Ruling Bharatiya Janata Party's Secretary General Ram Madhav took to Facebook. "For one tooth, the complete jaw," he posted, seeming to imply a disproportionate retaliation.

    On India's many TV news channels, a steady drum beat calling for war gained momentum, reaching a crescendo of sorts in primetime.

    Arnab Goswami, the host of the country's most-watched English news hour, expressed rage at Pakistan: "We need to cripple them, we need to bring them down on their knees."

    One of his guests, a retired army general, went a step further: "We must be seen as inflicting punishment on Pakistan by non-terrorist means ... the nation needs a catharsis!"

    But what about the ready nuclear arsenals both countries possessed? Surely that would be a deterrent?

    The retired army man, Major General G. D. Bakshi, had a clear answer: "Pakistan is one-fifth the size of India. If we fire even a part of our arsenal, most of it will be on the Pakistani Punjab, from where the Pakistani army comes: Not a crop will grow there for 800 years!"

    "Let's stop self-deterring ourselves," he cried.

    Pakistan put together a terse response.

    Sartaj Aziz, the foreign affairs adviser to Pakistan's Prime Minister, issued a statement saying the country "categorically rejects the baseless and irresponsible accusations being leveled by senior officials in Prime Minister Modi's government."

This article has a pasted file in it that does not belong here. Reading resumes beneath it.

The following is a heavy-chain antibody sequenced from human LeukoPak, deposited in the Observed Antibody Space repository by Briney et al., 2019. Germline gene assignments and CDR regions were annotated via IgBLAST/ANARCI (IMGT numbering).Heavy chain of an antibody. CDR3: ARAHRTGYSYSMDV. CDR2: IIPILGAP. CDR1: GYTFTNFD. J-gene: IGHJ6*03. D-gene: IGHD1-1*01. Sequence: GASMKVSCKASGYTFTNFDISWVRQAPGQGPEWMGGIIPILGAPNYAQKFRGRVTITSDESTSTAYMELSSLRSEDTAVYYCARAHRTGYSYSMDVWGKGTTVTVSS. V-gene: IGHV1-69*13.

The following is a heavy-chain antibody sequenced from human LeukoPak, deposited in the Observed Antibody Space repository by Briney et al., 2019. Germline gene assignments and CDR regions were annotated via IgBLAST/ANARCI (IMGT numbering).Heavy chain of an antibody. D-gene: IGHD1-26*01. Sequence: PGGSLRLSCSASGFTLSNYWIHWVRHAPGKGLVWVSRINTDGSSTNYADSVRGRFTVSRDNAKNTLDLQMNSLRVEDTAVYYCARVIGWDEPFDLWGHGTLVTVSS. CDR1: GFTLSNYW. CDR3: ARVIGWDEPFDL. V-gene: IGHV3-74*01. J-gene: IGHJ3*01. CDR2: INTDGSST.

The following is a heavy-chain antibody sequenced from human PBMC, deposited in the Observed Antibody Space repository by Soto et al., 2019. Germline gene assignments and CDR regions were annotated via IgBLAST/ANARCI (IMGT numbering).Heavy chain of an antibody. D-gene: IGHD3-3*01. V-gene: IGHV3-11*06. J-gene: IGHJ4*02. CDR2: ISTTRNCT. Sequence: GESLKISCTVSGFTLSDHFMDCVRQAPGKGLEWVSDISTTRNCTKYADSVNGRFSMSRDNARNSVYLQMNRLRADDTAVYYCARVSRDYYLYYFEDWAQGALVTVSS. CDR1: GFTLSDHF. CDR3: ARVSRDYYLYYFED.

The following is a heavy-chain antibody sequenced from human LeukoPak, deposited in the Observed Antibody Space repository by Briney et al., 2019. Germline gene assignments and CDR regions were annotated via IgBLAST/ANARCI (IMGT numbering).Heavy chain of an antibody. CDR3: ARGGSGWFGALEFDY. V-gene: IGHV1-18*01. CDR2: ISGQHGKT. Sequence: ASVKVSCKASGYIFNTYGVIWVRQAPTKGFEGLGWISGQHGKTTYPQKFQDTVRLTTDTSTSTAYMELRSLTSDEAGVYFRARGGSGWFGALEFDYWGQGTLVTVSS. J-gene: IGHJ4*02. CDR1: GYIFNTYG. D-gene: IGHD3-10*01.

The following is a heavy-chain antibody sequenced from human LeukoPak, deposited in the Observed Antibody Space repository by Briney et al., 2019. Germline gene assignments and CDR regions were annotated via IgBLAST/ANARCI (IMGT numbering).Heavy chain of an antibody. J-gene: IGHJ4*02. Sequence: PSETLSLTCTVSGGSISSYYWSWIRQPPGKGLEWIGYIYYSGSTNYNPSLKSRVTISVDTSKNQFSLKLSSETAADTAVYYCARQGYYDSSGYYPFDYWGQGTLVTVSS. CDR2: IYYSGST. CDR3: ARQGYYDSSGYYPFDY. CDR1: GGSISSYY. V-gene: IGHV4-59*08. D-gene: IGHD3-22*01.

Pakistan's Ministry of Foreign Affairs spokesman told CNN that India was "desperately looking for ways to deflect the world's attention from the situation in Indian-administered Kashmir," referring to the protests and unrest there.

    And emotions have boiled over on the Pakistani side, too.

    In New York on Monday, an Indian journalist was reportedly asked to leave a press briefing by the Pakistani foreign secretary.

    "Remove this Indian," were the words an official used in Hindi, according to NDTV, the Indian news channel whose reporter was purportedly forced to walk away.

    Ground realities

    "It's easy to get carried away by the public rhetoric we're seeing," says Ajai Shukla, a former Indian army colonel who is now the strategic affairs editor of Business Standard.

    Sunday's attack is not the first deadly attack on Indian soil that New Delhi has accused Pakistan of having a hand in.

    In January, another Indian military base was attacked in northwestern Punjab, not far from the border with Pakistan. And then there were the Mumbai attacks in 2008 in which 164 people were killed.

    While Indian officials continue to link those attacks to the Pakistan government, Islamabad has consistently denied any involvement.